Having used the structure once before, kids needed no help getting started. With school Google accounts, the website easily kept track of where they were and got them back in on Day 2 with no issues. To ensure uniformity of results, there was only one version this time. I wanted the data to be as accurate as possible, and didn't want have to fudge on account of versions. Whatever minor details students passed along as they talked about this in between days was a fine trade off. There was zero credible evidence that anyone might have done anything dishonest.


Again, students were ranked and given an overall percentage. This time I improved their data strip to show how they did in each category. I'm hoping to use this as I construct AP Exam review modules, offering students more flexibility in what they choose to review.

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A couple of questions were dropped for technical reasons (written in a way that deviated substantially from how it was taught, causing a high incorrect rate). Students who got the question correct in spite of the error got to keep the point earned.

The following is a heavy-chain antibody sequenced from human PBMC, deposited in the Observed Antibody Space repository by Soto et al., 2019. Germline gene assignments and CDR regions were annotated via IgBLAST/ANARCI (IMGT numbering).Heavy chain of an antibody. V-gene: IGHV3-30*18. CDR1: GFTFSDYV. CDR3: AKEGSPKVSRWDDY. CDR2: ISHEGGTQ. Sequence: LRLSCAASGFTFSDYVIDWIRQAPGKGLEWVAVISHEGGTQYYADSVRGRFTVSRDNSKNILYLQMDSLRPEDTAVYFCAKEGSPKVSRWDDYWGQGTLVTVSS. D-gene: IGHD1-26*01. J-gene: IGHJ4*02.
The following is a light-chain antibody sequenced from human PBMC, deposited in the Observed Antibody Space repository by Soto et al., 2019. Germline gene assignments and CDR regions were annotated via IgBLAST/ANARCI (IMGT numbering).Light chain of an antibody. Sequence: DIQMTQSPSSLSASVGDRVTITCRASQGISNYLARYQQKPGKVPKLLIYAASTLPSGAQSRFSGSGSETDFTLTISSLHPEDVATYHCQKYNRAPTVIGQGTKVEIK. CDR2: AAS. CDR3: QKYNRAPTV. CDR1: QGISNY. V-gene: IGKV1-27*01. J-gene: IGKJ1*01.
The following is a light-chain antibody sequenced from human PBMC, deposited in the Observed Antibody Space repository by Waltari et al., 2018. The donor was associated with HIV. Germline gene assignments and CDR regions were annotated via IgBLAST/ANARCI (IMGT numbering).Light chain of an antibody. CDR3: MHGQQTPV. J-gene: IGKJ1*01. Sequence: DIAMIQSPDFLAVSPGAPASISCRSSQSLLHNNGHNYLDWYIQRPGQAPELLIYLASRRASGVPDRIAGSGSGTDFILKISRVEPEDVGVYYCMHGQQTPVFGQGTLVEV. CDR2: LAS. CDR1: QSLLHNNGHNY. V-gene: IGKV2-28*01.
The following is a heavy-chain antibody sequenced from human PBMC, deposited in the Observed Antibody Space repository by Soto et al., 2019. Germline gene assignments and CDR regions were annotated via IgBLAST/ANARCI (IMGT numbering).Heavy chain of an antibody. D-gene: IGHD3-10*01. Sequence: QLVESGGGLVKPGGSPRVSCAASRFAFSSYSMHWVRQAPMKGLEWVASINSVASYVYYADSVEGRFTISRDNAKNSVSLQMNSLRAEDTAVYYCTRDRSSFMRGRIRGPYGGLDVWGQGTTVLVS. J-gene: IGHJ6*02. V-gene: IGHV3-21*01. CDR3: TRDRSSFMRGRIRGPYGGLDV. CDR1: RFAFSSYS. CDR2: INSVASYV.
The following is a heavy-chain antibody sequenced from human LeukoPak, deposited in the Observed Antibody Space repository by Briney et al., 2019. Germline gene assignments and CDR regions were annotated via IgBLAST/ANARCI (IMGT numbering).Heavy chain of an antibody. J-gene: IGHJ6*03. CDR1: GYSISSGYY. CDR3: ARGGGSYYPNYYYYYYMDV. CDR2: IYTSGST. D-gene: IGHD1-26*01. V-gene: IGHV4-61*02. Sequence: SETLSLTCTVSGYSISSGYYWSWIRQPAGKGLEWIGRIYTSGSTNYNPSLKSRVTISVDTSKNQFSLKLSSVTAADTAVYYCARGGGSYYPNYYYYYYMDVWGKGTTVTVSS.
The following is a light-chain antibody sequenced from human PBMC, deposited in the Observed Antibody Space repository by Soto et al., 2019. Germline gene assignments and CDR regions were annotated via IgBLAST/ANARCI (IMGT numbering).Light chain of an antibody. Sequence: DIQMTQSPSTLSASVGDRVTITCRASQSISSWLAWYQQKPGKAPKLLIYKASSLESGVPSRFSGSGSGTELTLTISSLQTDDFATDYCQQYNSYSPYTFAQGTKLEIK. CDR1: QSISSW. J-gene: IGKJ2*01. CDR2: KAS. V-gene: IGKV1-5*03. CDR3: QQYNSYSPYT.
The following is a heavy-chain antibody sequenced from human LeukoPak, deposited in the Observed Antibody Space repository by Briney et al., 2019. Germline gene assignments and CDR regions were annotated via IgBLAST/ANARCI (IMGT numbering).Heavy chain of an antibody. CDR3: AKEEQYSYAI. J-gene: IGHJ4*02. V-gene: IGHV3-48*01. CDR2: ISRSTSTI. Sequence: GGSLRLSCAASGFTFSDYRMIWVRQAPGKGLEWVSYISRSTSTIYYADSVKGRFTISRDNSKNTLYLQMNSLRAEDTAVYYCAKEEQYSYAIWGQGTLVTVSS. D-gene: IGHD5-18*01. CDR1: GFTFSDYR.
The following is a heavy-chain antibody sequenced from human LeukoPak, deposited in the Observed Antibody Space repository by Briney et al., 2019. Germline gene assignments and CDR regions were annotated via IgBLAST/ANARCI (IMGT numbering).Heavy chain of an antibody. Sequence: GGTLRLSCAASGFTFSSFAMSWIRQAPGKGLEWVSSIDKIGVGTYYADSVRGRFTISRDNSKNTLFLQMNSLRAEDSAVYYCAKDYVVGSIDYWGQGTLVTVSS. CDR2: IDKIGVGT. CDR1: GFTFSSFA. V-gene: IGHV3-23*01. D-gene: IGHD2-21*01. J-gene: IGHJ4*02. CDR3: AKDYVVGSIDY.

With 71 complete results: 60.58% average (top 10 students averaged 89.29%), 1st quarter 75%+, 2nd 59.82%+, 3rd 46.43%+, and 4th was anything below 46.43%. Students were asked to compare their results to a real AP scale (where a 5 is ~70%+). Other than dropping a couple questions, students percentages reflected their raw performance, no curve was applied.

I have given benchmarks every February for 4 years, here's the historical comparison:

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A ridiculous leap in performance that I think I can explain in a bit.

Generally passing AP scores come from students above the 80% line. I'm hoping we can expand that a bit. Since 2015, I have recommended the AP Exam for any student above the 45% line (2014 is an exception because I had no idea what I was doing). Per College Board policy, all students are free to take or not take the exam regardless of my recommendation.